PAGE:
Have you noticed that most artistic renderings of Jesus portray Him as physically fit with straight teeth? As a Middle Easterner, Jesus likely had a dark complexion and dark hair, but Isaiah’s prophecy warns against depicting Jesus as a man who was particularly attractive. According to Isaiah 53, the Suffering Servant wasn’t handsome, wealthy, or majestic. The prophets declared God would send a deliverer for His people, and the Jews had been waiting in expectation for God to intervene in their situation.

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Project 119: Meditations on the Suffering Servant - Isaiah 52:13-15

 |  Project 119, Holy Week Devotions  |  Dr. Doug Dortch

Have you ever heard someone tell you to “look up”? That word of instruction is somewhat unique in that it can come our way either as a warning or as an encouragement. Our attention is either some place it doesn’t need to be, or we can’t see our way forward because of how something in our past has us down. Both situations merit a change in us, which a look upward in the right direction can make happen for the better.

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Sunday Sermon: "God's Answer"

 |  Sunday Sermon  |  Dr. Doug Dortch

My wife and I moved into our new home a month or so ago, and its physical address is not yet on any of the navigation apps. So, when we have needed people to find us, unless they know the neighborhood, getting to our house is evidently impossible.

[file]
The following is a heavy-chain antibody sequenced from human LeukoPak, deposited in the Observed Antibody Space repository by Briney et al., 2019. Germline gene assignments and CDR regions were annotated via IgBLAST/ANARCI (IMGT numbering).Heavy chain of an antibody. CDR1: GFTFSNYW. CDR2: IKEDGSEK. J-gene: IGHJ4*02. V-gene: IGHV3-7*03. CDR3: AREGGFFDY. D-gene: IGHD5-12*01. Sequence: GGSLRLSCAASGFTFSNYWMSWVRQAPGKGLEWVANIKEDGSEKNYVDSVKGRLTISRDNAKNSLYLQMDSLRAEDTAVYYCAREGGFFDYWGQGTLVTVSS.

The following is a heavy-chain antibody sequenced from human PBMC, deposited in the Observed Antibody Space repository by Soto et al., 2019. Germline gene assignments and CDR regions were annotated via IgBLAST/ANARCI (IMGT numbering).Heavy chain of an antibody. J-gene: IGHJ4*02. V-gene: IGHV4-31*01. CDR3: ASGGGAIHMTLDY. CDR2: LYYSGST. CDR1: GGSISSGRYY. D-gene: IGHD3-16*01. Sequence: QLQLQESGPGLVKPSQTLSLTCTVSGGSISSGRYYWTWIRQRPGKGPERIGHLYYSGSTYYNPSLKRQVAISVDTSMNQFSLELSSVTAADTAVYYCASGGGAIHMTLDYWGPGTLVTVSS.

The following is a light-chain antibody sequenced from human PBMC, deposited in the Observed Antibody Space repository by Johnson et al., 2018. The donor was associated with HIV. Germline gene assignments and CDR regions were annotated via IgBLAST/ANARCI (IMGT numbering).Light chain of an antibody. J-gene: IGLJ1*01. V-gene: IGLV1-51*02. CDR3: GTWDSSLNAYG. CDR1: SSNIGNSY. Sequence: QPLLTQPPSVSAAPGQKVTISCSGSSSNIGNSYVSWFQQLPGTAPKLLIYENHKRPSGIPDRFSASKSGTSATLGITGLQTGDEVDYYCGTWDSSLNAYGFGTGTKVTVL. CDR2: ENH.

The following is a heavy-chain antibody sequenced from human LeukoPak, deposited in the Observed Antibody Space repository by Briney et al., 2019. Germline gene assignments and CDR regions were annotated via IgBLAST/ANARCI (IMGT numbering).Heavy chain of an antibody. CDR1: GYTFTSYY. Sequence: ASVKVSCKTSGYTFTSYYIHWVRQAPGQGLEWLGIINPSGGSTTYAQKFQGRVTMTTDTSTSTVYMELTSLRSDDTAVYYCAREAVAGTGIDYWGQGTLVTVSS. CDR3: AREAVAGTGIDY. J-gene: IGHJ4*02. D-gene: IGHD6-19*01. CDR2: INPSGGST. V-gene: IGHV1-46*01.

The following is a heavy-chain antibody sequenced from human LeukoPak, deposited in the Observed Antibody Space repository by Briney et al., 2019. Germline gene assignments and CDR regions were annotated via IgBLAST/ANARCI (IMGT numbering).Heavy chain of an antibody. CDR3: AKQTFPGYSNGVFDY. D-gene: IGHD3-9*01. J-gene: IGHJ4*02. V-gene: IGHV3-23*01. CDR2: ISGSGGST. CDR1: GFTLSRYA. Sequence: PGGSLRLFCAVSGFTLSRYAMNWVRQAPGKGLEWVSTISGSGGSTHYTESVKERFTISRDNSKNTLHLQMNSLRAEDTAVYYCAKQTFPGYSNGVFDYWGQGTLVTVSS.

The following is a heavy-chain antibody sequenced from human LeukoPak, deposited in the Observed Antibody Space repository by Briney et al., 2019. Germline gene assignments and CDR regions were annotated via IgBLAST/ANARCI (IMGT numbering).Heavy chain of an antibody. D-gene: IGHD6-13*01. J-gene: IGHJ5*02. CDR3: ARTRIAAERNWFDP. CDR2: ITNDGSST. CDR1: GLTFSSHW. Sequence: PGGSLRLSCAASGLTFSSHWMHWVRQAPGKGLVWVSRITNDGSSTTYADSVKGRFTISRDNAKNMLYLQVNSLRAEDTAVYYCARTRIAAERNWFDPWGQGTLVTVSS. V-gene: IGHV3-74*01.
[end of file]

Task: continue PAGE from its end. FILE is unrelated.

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Pastor's Blog: A Time to Embrace the Pain

 |  Pastor's Blog  |  Dr. Doug Dortch

​Pain is one of the things healthy human beings do their best to avoid. None of us goes looking for it, in all likelihood because we know that it will eventually come our way. Pain is unavoidable in the course of this life.

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Sunday Sermon: “Something to Anticipate”

 |  Sunday Sermon  |  Dr. Doug Dortch

Like for many of you, spring is my favorite season of the year. I especially love the way that everything around me buds and blooms in a cascade of colors that not even Picasso could come close to matching. A good part of it, no doubt, is that spring just happens to be the season that comes after winter, which as we all know is almost always a dreary and dismal time. Even though we live far enough south for it not to get too brutally cold down here in Birmingham, we get just enough of the chilly stuff that we soon weary of it, which makes the springtime something we anticipate most anxiously.

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Pastor's Blog: Biting the (Facebook) Bullet

 |  Pastor's Blog  |  Dr. Doug Dortch

​In times like these we do well to open ourselves to new forms of learning. You’ve probably already stretched yourself in more ways than you ever thought you’d attempt. But the alternative, of course, is to stay mired in your rut, a fate that is far moreworse now than ever, and let the rest of the world pass you by.